The German Occupation and the Destruction of the Jewish Community.
On June 22, 1941, between 4-5 o'clock in the morning, the German army entered Kibart' without any real resistance. Only a group of soldiers from the Russian Border Guard fortified themselves in the cellar of the mayor's building and fought to the last man.
The Germans freed all prisoners from jail, among them those accused of resistance to Soviet rule. They immediately started to organize local groups in order to take revenge on the communists and the Jews and also to help the Germans impose order and rehabilitate civilian life. The head of the Lithuanian activists who put themselves under German control was the veterinarian Zubrickas, who had arrived in Kibart in 1933, had been active in the Lithuanian nationalist organizations, as a result of which the Soviets had imprisoned him.
During the first days of occupation the German army ruled and did not take any measures against Jews. There were even cases of German authorities helping Jews to get back some property previously robbed by Lithuanians, with Jewish girls serving as interpreters in Eydtkuhnen
But after several days the Civil Administration was established and one of its first orders was to limit the rights of the Jews. The spokesman of the municipality passed through the streets and with the help of a bell assembled the crowd to read them this order:
- Jews are dismissed from their jobs in the municipality and in all other public and economic institutions.
- Jews are forbidden to leave the town or to move to another place without a permit. Jews have to deliver up all weapons and radios in their possessions.
- Jews are forbidden to leave their homes between 6 o'clock in the evening until 6 o'clock in the morning.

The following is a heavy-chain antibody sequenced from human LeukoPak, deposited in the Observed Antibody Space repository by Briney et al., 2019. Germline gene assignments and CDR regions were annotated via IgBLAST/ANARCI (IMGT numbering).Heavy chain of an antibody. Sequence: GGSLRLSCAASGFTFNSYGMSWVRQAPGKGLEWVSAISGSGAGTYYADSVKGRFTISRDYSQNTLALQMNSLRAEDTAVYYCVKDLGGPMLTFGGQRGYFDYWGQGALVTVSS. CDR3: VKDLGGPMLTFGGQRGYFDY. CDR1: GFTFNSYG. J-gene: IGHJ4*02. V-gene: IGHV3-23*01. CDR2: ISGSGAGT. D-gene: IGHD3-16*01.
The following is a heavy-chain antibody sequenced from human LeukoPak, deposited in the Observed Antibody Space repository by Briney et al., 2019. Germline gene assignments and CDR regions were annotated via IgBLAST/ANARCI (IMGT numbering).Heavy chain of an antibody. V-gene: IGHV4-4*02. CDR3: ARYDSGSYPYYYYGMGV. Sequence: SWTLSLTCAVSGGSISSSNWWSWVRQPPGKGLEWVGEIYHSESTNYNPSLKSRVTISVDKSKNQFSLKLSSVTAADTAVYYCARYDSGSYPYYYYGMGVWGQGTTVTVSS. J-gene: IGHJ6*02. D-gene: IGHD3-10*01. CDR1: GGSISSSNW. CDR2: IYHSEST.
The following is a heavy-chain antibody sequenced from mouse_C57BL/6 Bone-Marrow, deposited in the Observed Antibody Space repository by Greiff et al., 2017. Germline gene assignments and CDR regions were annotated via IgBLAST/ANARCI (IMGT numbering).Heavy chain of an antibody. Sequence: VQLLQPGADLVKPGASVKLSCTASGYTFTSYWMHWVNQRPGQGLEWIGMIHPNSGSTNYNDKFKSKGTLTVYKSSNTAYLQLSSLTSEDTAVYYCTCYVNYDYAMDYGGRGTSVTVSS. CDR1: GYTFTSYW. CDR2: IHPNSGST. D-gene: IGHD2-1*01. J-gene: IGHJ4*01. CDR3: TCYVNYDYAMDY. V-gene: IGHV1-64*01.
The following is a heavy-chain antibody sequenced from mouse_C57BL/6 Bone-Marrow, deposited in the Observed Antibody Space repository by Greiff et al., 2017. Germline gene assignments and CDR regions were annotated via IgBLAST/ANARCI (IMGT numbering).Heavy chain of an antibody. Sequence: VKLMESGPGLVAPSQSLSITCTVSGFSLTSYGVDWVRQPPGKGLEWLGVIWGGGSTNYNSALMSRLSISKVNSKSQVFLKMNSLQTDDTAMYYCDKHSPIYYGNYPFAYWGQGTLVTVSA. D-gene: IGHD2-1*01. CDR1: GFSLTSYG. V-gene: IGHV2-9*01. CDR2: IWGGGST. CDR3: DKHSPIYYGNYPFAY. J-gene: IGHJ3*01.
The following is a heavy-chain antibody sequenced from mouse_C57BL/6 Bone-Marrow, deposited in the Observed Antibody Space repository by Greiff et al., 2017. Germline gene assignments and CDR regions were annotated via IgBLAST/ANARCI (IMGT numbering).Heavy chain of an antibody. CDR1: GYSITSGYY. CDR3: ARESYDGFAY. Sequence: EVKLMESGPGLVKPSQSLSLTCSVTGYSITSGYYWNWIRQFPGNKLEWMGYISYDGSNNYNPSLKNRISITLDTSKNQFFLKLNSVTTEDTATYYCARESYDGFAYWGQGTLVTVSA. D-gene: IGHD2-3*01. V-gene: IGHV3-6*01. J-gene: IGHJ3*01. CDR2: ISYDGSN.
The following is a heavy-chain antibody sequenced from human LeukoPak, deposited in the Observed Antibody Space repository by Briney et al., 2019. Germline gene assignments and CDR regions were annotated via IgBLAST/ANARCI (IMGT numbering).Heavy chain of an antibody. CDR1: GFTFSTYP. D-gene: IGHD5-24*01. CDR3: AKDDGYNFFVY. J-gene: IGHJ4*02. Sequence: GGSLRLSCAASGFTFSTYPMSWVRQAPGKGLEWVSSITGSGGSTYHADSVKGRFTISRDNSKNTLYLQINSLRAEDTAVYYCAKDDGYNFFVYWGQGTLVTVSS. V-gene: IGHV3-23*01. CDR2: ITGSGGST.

- It is forbidden for Jews to have any contact with non Jews.
- Jews have to prepare yellow patches to be worn on the back and on the front of their garment (at first it was a round patch, later it was changed to a "Magen David").
The first victims among the Jews were communists who had held positions in local institutions. Great anger was vented on those who had participated in the arrests the Soviet authorities had carried out just before the war. Among the first to be shot was the author's friend from high school Elhanan Halperin, who was a member of the Comsomol.
According to this method, which was, as became clear later on, identical everywhere, all the intelligentsia were detained first and transferred to the Gestapo in Eydtkuhnen. It became known, that when the lawyer Jehoshua Lurie was detained and transferred to Eydtkuhnen, his wife with their little blond daughter came to the commander of the S.S. and asked him to release her father. He was freed indeed but only for a short time, because a few days later he was murdered together with all the Jewish men of Kibart.
Kibart was situated in a strip 25 kilometers wide from the border with Germany, where Stahlecker had ordered the Gestapo of Tilzit to exterminate all Jews. The head of the Gestapo in Tilzit, Hans Joachim Boehme, contacted the Gestapo and the Border Guard in Eydtkuhnen in order to determine the date and all other details for the murder of the men in Kibart. The execution of this murder was to be an example for the Gestapo man from Eydtkuhnen, Tietz, who was in charge there and who was nominated to execute such murders in the future. (Tietz committed suicide later). The Lithuanian police too was informed about the date of the "operation." Their part was to detain the men, to assemble them and to act as guards, conveyors and executors.
At the beginning of July all Jewish men and youngsters above 16 were taken from their homes and concentrated in a barn in the farm of Baldamas in the village Gudkaimis, about 6 kilometers north of Kibart. There they were ill treated, left without food and water for several days and forced to dig holes in the nearby sand quarry of Peskynes.
During the night of Sunday, July 6, 1941, all were shot at the edge of the pits they had been order to dug, after having been forced to hand over all their belongings and to take off their upper clothing . 185 Jews and 15 Lithuanians, activists under previous Soviet rule, were shot that night. A monument in memory of the victims was erected at the mass graves several years ago.
The tombstone on the mass graves near Kibart with the inscriptions in Yiddish and Lithuanian:
"In this place were murdered by the Nazis and their local helpers the Jews of Kibart and a group of Lithuanians."
Among the victims there were the author's father and cousins Arye and Elyakim Leibovitz
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